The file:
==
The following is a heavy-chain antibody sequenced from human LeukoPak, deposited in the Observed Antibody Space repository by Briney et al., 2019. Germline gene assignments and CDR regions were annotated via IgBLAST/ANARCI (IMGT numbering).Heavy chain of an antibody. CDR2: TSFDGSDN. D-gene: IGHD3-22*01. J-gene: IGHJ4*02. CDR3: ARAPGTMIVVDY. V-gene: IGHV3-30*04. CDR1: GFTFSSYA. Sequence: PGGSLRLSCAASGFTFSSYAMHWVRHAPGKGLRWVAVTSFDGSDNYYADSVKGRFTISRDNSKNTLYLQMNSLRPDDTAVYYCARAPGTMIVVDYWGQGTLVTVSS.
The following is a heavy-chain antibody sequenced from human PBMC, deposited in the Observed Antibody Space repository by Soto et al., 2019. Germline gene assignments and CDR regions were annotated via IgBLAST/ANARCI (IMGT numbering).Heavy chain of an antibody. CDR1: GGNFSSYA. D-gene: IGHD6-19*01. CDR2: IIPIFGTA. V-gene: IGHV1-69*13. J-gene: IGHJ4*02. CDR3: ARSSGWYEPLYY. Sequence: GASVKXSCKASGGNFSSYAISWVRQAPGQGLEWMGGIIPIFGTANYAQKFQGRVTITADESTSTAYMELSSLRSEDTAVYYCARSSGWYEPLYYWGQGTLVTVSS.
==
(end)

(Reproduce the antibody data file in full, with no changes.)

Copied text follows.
The following is a heavy-chain antibody sequenced from human LeukoPak, deposited in the Observed Antibody Space repository by Briney et al., 2019. Germline gene assignments and CDR regions were annotated via IgBLAST/ANARCI (IMGT numbering).Heavy chain of an antibody. CDR2: TSFDGSDN. D-gene: IGHD3-22*01. J-gene: IGHJ4*02. CDR3: ARAPGTMIVVDY. V-gene: IGHV3-30*04. CDR1: GFTFSSYA. Sequence: PGGSLRLSCAASGFTFSSYAMHWVRHAPGKGLRWVAVTSFDGSDNYYADSVKGRFTISRDNSKNTLYLQMNSLRPDDTAVYYCARAPGTMIVVDYWGQGTLVTVSS.
The following is a heavy-chain antibody sequenced from human PBMC, deposited in the Observed Antibody Space repository by Soto et al., 2019. Germline gene assignments and CDR regions were annotated via IgBLAST/ANARCI (IMGT numbering).Heavy chain of an antibody. CDR1: GGNFSSYA. D-gene: IGHD6-19*01. CDR2: IIPIFGTA. V-gene: IGHV1-69*13. J-gene: IGHJ4*02. CDR3: ARSSGWYEPLYY. Sequence: GASVKXSCKASGGNFSSYAISWVRQAPGQGLEWMGGIIPIFGTANYAQKFQGRVTITADESTSTAYMELSSLRSEDTAVYYCARSSGWYEPLYYWGQGTLVTVSS.